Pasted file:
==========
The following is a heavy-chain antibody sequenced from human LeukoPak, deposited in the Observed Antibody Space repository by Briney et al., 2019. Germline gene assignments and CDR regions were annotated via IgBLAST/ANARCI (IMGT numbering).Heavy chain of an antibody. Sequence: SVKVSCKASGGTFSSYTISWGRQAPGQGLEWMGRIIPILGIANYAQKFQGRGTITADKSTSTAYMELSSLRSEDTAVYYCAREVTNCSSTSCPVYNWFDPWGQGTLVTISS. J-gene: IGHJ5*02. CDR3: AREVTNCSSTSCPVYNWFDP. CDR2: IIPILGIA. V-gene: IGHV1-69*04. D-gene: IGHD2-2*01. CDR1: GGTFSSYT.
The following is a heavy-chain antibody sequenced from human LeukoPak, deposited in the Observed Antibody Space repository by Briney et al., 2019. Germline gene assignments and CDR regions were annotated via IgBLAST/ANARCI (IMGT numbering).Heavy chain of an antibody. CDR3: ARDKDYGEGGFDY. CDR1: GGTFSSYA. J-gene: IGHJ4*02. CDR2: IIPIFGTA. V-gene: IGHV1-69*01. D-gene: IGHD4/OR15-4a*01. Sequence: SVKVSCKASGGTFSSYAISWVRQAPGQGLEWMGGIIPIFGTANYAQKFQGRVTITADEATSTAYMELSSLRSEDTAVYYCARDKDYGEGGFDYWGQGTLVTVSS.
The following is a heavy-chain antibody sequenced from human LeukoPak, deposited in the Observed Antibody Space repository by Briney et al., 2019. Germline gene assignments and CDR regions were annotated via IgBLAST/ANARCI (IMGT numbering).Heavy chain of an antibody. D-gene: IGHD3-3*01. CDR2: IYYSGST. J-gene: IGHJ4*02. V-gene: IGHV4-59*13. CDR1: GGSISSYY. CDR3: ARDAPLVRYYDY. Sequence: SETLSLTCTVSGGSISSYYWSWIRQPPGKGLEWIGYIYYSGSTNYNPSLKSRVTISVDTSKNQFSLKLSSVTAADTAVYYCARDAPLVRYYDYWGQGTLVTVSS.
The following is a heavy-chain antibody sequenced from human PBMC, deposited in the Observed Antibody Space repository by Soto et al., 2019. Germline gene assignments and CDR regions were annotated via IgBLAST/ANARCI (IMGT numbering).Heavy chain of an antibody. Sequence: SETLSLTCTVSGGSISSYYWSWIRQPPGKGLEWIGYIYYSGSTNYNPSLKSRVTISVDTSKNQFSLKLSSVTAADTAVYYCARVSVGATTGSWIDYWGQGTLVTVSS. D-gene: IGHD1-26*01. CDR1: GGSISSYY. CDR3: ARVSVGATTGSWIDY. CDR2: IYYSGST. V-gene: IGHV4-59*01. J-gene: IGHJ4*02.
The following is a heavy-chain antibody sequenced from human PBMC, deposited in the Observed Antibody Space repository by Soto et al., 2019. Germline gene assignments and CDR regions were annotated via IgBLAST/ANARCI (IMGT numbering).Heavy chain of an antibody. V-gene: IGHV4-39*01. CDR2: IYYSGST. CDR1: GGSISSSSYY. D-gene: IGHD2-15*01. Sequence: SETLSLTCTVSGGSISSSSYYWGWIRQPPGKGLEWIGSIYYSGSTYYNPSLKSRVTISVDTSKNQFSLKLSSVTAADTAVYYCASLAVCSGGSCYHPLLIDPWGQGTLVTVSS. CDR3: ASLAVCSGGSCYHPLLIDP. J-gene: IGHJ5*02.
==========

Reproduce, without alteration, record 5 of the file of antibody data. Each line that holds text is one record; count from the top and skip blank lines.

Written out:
The following is a heavy-chain antibody sequenced from human PBMC, deposited in the Observed Antibody Space repository by Soto et al., 2019. Germline gene assignments and CDR regions were annotated via IgBLAST/ANARCI (IMGT numbering).Heavy chain of an antibody. V-gene: IGHV4-39*01. CDR2: IYYSGST. CDR1: GGSISSSSYY. D-gene: IGHD2-15*01. Sequence: SETLSLTCTVSGGSISSSSYYWGWIRQPPGKGLEWIGSIYYSGSTYYNPSLKSRVTISVDTSKNQFSLKLSSVTAADTAVYYCASLAVCSGGSCYHPLLIDPWGQGTLVTVSS. CDR3: ASLAVCSGGSCYHPLLIDP. J-gene: IGHJ5*02.